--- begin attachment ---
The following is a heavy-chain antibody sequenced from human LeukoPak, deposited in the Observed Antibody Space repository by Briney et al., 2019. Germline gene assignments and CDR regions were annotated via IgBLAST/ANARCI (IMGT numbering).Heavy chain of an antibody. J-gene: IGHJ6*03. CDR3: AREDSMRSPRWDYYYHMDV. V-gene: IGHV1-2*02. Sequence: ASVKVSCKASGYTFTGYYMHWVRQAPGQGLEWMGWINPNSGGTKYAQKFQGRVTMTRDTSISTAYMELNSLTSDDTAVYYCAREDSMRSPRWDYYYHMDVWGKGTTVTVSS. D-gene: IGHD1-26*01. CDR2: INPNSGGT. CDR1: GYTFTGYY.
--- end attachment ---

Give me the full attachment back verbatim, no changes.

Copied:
The following is a heavy-chain antibody sequenced from human LeukoPak, deposited in the Observed Antibody Space repository by Briney et al., 2019. Germline gene assignments and CDR regions were annotated via IgBLAST/ANARCI (IMGT numbering).Heavy chain of an antibody. J-gene: IGHJ6*03. CDR3: AREDSMRSPRWDYYYHMDV. V-gene: IGHV1-2*02. Sequence: ASVKVSCKASGYTFTGYYMHWVRQAPGQGLEWMGWINPNSGGTKYAQKFQGRVTMTRDTSISTAYMELNSLTSDDTAVYYCAREDSMRSPRWDYYYHMDVWGKGTTVTVSS. D-gene: IGHD1-26*01. CDR2: INPNSGGT. CDR1: GYTFTGYY.